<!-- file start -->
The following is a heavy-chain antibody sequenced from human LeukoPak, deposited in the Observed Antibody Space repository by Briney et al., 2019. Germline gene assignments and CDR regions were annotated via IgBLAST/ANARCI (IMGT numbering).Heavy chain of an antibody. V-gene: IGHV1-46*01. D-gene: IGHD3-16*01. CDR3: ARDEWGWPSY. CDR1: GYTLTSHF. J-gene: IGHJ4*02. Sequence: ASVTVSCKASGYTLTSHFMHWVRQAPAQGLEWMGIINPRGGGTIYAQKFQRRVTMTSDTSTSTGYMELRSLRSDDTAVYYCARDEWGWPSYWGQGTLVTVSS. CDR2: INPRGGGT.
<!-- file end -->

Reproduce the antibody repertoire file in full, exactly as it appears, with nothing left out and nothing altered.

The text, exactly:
The following is a heavy-chain antibody sequenced from human LeukoPak, deposited in the Observed Antibody Space repository by Briney et al., 2019. Germline gene assignments and CDR regions were annotated via IgBLAST/ANARCI (IMGT numbering).Heavy chain of an antibody. V-gene: IGHV1-46*01. D-gene: IGHD3-16*01. CDR3: ARDEWGWPSY. CDR1: GYTLTSHF. J-gene: IGHJ4*02. Sequence: ASVTVSCKASGYTLTSHFMHWVRQAPAQGLEWMGIINPRGGGTIYAQKFQRRVTMTSDTSTSTGYMELRSLRSDDTAVYYCARDEWGWPSYWGQGTLVTVSS. CDR2: INPRGGGT.